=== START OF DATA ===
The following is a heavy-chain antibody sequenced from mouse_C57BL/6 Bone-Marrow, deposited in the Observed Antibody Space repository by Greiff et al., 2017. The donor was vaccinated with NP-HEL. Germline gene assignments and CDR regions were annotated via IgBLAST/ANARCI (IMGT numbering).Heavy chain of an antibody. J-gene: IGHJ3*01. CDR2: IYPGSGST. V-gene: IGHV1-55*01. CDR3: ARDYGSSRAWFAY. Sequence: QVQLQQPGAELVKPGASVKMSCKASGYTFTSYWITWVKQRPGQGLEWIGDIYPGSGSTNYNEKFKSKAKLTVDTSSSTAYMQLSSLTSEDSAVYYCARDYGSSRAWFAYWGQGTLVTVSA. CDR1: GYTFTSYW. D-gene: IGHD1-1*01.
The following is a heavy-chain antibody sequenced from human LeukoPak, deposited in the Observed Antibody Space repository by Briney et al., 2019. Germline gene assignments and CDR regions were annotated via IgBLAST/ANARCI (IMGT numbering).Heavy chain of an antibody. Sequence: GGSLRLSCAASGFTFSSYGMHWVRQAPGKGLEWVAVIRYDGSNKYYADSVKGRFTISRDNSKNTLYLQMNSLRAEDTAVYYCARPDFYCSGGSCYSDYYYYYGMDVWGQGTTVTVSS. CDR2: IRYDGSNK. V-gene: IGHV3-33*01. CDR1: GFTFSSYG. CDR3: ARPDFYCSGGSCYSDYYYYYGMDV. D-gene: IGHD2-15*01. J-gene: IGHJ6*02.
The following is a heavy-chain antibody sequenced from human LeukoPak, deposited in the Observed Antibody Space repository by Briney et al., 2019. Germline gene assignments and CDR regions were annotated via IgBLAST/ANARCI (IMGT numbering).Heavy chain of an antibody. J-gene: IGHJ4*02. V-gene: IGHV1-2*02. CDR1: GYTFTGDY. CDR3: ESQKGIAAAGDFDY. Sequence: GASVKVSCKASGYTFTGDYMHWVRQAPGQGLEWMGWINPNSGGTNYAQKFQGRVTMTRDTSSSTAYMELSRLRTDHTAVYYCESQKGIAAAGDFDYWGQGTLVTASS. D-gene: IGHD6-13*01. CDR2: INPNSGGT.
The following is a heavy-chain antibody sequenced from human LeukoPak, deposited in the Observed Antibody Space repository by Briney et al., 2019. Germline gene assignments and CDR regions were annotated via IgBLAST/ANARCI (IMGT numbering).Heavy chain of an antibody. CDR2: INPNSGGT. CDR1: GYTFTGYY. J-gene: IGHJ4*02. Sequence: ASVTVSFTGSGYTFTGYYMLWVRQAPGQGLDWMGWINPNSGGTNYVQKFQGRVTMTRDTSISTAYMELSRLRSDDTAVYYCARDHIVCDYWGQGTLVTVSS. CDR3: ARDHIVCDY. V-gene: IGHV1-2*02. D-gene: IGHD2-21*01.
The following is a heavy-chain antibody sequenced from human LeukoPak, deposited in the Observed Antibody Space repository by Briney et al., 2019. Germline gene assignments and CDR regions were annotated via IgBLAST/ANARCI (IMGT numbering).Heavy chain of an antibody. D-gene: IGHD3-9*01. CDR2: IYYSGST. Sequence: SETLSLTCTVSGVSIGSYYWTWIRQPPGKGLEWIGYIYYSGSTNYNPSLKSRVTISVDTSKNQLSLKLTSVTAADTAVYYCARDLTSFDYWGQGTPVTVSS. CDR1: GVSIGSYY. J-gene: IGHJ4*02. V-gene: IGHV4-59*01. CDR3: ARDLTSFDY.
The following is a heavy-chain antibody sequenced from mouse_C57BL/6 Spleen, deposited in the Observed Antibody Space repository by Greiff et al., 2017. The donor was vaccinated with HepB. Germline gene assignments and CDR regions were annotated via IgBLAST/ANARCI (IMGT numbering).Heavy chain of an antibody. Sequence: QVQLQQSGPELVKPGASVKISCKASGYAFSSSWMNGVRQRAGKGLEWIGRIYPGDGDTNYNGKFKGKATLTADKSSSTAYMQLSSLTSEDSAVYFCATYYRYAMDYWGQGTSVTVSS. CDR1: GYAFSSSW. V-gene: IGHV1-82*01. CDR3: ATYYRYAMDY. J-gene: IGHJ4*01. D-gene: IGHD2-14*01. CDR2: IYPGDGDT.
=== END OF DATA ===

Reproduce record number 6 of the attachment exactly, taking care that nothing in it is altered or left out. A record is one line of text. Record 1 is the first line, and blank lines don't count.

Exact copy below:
The following is a heavy-chain antibody sequenced from mouse_C57BL/6 Spleen, deposited in the Observed Antibody Space repository by Greiff et al., 2017. The donor was vaccinated with HepB. Germline gene assignments and CDR regions were annotated via IgBLAST/ANARCI (IMGT numbering).Heavy chain of an antibody. Sequence: QVQLQQSGPELVKPGASVKISCKASGYAFSSSWMNGVRQRAGKGLEWIGRIYPGDGDTNYNGKFKGKATLTADKSSSTAYMQLSSLTSEDSAVYFCATYYRYAMDYWGQGTSVTVSS. CDR1: GYAFSSSW. V-gene: IGHV1-82*01. CDR3: ATYYRYAMDY. J-gene: IGHJ4*01. D-gene: IGHD2-14*01. CDR2: IYPGDGDT.